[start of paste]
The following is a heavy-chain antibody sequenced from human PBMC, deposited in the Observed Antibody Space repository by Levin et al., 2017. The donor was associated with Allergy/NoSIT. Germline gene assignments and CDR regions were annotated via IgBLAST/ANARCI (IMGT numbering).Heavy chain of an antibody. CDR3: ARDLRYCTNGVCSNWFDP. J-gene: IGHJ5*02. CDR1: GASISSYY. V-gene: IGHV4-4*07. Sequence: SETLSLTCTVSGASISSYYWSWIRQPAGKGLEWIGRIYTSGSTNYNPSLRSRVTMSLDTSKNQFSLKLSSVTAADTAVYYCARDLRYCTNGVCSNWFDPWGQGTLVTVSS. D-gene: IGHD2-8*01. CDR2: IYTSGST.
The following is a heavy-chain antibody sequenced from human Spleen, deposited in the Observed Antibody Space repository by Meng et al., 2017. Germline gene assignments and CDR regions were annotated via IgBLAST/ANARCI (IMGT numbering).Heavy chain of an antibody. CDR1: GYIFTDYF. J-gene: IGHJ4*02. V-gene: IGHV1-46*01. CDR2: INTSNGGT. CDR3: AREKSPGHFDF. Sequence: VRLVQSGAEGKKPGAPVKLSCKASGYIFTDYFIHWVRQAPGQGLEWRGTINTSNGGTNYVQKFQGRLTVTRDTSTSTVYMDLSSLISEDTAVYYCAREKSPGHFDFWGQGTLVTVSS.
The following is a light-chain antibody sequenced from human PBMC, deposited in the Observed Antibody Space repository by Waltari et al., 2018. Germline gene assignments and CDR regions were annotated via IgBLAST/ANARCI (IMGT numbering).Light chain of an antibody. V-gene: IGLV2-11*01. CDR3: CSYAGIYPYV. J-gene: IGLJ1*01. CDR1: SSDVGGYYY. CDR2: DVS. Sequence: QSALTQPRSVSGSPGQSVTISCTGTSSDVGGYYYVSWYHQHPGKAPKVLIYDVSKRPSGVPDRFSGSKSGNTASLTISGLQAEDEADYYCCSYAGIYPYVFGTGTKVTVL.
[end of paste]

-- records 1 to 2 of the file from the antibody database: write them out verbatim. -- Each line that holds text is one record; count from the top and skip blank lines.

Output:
The following is a heavy-chain antibody sequenced from human PBMC, deposited in the Observed Antibody Space repository by Levin et al., 2017. The donor was associated with Allergy/NoSIT. Germline gene assignments and CDR regions were annotated via IgBLAST/ANARCI (IMGT numbering).Heavy chain of an antibody. CDR3: ARDLRYCTNGVCSNWFDP. J-gene: IGHJ5*02. CDR1: GASISSYY. V-gene: IGHV4-4*07. Sequence: SETLSLTCTVSGASISSYYWSWIRQPAGKGLEWIGRIYTSGSTNYNPSLRSRVTMSLDTSKNQFSLKLSSVTAADTAVYYCARDLRYCTNGVCSNWFDPWGQGTLVTVSS. D-gene: IGHD2-8*01. CDR2: IYTSGST.
The following is a heavy-chain antibody sequenced from human Spleen, deposited in the Observed Antibody Space repository by Meng et al., 2017. Germline gene assignments and CDR regions were annotated via IgBLAST/ANARCI (IMGT numbering).Heavy chain of an antibody. CDR1: GYIFTDYF. J-gene: IGHJ4*02. V-gene: IGHV1-46*01. CDR2: INTSNGGT. CDR3: AREKSPGHFDF. Sequence: VRLVQSGAEGKKPGAPVKLSCKASGYIFTDYFIHWVRQAPGQGLEWRGTINTSNGGTNYVQKFQGRLTVTRDTSTSTVYMDLSSLISEDTAVYYCAREKSPGHFDFWGQGTLVTVSS.